No my point is that, for example, in Scotland there are no fees for EU applicants either but their entry requirements are often higher than for local applicants because the free places are capped so they effectively prioritise local or fee-paying applicants. it's just a theory, I've no idea if it also holds in Sweden.
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Maivnek
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(Original post by Doonesbury)
No my point is that, for example, in Scotland there are no fees for EU applicants either but their entry requirements are often higher than for local applicants because the free places are capped so they effectively prioritise local or fee-paying applicants. it's just a theory, I've no idea if it also holds in Sweden.
Well I know Scottish unis prioritise English applicants due to their higher fees, but as Scottish applicants share the same fees as EU applicants they should be equally prioritised.

I know this is a thing in Sweden for international applicants, as they pay quite a hefty tuition, thus given priority over locals, but as neither Swedish nor EU citizens pay any fees I don't think EU citizens are given more or less priority over locals.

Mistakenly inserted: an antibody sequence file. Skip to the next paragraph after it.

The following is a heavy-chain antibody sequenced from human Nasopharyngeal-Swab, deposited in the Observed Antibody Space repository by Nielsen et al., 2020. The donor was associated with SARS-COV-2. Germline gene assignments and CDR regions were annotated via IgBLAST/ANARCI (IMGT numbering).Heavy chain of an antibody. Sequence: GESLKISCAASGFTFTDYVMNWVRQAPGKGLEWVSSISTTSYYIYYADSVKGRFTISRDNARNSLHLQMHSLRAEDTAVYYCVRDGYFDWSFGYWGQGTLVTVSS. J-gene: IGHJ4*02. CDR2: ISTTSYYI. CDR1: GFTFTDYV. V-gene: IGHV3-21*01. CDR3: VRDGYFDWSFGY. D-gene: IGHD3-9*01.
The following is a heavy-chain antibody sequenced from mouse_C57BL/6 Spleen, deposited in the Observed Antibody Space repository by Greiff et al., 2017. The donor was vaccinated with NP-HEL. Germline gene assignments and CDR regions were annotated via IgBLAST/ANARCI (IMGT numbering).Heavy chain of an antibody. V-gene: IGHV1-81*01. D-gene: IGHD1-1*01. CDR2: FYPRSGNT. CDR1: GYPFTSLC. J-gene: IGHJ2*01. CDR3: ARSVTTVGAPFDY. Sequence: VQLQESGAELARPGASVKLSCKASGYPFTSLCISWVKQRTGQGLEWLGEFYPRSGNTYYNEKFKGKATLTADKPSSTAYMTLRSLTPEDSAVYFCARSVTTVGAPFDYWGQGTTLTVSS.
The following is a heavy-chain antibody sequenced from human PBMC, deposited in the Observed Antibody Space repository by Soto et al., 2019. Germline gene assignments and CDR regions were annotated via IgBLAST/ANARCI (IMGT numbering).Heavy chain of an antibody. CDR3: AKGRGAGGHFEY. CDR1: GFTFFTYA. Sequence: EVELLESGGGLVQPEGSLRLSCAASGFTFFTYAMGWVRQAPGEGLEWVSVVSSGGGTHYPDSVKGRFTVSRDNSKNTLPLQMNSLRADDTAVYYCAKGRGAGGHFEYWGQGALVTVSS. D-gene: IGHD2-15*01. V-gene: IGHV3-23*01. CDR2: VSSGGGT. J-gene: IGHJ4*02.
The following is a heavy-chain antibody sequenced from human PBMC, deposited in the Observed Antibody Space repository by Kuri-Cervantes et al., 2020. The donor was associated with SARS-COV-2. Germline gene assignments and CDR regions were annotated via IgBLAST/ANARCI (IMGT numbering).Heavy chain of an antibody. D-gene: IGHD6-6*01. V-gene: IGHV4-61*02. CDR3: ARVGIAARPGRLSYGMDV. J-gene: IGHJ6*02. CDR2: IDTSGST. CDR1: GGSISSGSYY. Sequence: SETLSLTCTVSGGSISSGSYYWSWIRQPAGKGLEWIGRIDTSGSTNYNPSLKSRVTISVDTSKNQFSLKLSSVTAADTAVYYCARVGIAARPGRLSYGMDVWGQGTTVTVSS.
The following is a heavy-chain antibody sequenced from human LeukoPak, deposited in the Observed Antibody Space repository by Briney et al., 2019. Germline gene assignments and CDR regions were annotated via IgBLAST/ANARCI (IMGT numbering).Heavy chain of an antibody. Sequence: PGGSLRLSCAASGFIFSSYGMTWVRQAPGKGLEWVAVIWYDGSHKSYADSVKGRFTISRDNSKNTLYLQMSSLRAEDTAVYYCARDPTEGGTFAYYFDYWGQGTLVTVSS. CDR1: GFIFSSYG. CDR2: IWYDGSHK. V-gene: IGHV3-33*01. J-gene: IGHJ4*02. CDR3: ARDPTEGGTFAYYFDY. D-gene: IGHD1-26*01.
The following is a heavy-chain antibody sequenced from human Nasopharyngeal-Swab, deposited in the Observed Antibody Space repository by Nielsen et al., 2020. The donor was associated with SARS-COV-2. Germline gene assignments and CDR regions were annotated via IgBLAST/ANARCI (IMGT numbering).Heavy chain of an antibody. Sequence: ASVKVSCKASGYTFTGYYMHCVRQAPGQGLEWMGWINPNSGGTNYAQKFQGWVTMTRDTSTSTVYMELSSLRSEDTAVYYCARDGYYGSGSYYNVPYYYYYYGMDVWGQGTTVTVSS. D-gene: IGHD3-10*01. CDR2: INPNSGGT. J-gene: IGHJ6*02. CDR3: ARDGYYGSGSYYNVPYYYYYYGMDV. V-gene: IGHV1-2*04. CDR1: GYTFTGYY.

Unless, it's got nothing to do with fees and just about giving locals priority because they're local... probably not to do with brexit either...
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mildhan
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(Original post by Mesuteyezil)
I believe you haven't understood my question. I simply need to know the equivalent of A-levels in Sweden... that way, I can know whether to apply with my AS or A2 ( I want to apply with my AS since they will most probably be better than my A2 results )